Evelyn Sirrell, et al.


State of New Hampshire, et al.




The petitioners request that this Court clarify its Order dated January 17, 2001, in which the Court ruled that the statewide property tax in HB 999 was unconstitutional as applied, and ordered the State to "reimburse all towns for the tax dollars paid and collected since the enactment of HB 999." See Order at pages 57-58.

Specifically, the petitioners request the Court to clarify whether this reimbursement is limited to the $48 million dollars paid by the donor towns to the State for education funding in receiver towns, or whether this reimbursement refers to the entire $880 million dollars in property tax payments collected statewide. The Court finds that the remedy contained in its January 17, 2001 Order is clear and that it was acknowledged by the State, through the Attorney General's Office, in its opening statement at trial on October 16, 2000. The State specifically represented to the Court that:

This is really a $440 million dollar issue, because if the Court determines that the statewide property tax is unconstitutional, it's not just the $24 million dollars that has to be credited, refunded or offset, it's the $440 million dollars, because that whole tax was collected to fund adequacy even though some portion of it remained in the communities. It is that whole tax that was collected under the statewide education property tax, and by December 1st it will be two years that the tax is collected, which will be a total of $880 million dollars at this point.

Moreover, the State has repeatedly and unequivocally reminded the Court that if the statewide property tax were declared unconstitutional it would be solely the State's obligation to fully refund, credit, or otherwise remedy all taxpayers who had made payments under this tax.

When this litigation began, the State objected to a request for class certification and made representations to the Court regarding their positions therein. The Court acknowledged these representations in its February 29, 2000 Order and stated:

A request for class certification was filed by the plaintiffs, and as a result of the State's stipulation that if the statute is declared unconstitutional the money will be returned, the request for class certification has been withdrawn.

The State never asked for reconsideration, clarification or otherwise objected to this Order.

Further, on March 9, 2000, seventeen "donor" towns filed a Bill of Interpleader in a companion case, asking the Court to escrow the tax dollars collected under the statute pending resolution of the dispute over its constitutionality and validity. These towns claimed in part, that if the Court found the statute unconstitutional, the State would be unable to reimburse the taxpayers. The State objected to this claim and moved to dismiss the Bill of Interpleader. At the March 23, 2000 hearing on interpleading the funds the State, through the Attorney General's Office, verbally instructed the Court that:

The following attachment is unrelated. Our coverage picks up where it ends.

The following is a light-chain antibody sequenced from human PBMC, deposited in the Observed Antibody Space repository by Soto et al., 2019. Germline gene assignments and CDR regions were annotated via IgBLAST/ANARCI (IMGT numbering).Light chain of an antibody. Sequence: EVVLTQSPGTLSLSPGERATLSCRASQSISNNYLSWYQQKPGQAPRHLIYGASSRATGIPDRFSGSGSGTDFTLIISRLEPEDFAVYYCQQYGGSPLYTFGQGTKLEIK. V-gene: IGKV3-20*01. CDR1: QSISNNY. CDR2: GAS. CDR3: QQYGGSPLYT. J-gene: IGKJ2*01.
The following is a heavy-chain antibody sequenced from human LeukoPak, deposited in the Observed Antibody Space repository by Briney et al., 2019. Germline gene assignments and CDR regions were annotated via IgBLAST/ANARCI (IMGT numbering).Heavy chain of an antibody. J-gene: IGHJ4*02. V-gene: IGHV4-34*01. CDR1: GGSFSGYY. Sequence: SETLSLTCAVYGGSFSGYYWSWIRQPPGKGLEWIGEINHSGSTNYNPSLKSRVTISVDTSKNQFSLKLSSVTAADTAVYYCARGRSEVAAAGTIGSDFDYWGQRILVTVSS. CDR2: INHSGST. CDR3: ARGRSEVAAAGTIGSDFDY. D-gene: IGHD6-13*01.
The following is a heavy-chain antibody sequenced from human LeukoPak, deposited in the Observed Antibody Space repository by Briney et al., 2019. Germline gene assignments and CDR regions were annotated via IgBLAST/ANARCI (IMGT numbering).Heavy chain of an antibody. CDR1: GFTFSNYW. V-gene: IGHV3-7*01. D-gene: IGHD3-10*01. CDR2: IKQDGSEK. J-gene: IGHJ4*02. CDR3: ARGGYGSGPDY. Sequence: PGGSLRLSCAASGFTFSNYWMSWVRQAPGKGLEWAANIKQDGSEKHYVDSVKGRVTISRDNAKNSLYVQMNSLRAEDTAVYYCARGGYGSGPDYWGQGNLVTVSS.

First of all, if this tax is unconstitutional, it is not only unconstitutional in the so-called donor communities, Your Honor, it is unconstitutional throughout the State. Anything, any refund or any credit or any remedy that the State is required to give to any taxpayer, applied to every said taxpayer in this State. Every taxpayer who owns property in this State is having assessed against them a statewide property tax . . . .

. . . if the tax is collected and determined to be unconstitutional, it is the State who's responsible to the taxpayers in the State, to refund or credit or otherwise remedy the situation . . . .

Based on the State's representations at the March 23, 2000 hearing, the Court in its March 30, 2000 Order denying the Bill of Interpleader stated:

The State has taken the position that, if the tax is declared unconstitutional or otherwise invalid, they will repay all of the taxes collected, both to the "donor" communities and to the "receiver" communities.

The State never asked for reconsideration, clarification, or otherwise objected to this Order. Accordingly, the above representations led to the paragraph on page 58 of the January 17, 2001 Order that states:

The appropriate remedy for the constitutional violations found in HB 999 as applied, has already been agreed to by the State. The State agreed, by objecting to the request for interpleader of the tax funds, that if the tax was declared unconstitutional or otherwise invalid, they would repay all of the taxes already collected. See City of Portsmouth v. State of New Hampshire, Rockingham Co. Super. Ct. Docket No. 00-E-136 (decided April 2000)(Galway, J.). Therefore, this Court orders that the State of New Hampshire, in accordance with the agreement, reimburse all towns for the tax dollars paid and collected since the enactment of HB 999.

This is the paragraph which the petitioners have requested the Court clarify through the present Order.

Clearly the State stipulated to the obligation of the State of New Hampshire to repay or reimburse all monies collected under the tax, namely $880 million dollars, if the tax as applied was found unconstitutional.

However, the particular method or manner of repayment or reimbursement was neither stipulated to, subject to a hearing, nor ordered.

Accordingly, the remedy ordered in this case, which was based on the State's representations as to the State's obligation to repay/reimburse the $880 million dollars stands. However, the method or manner to satisfy this obligation has neither been agreed to nor ordered. If a hearing on the method or manner of repayment is necessary, the State may raise the issues of repayment, credit, setoff, etc. as they have stated.


Presiding Justice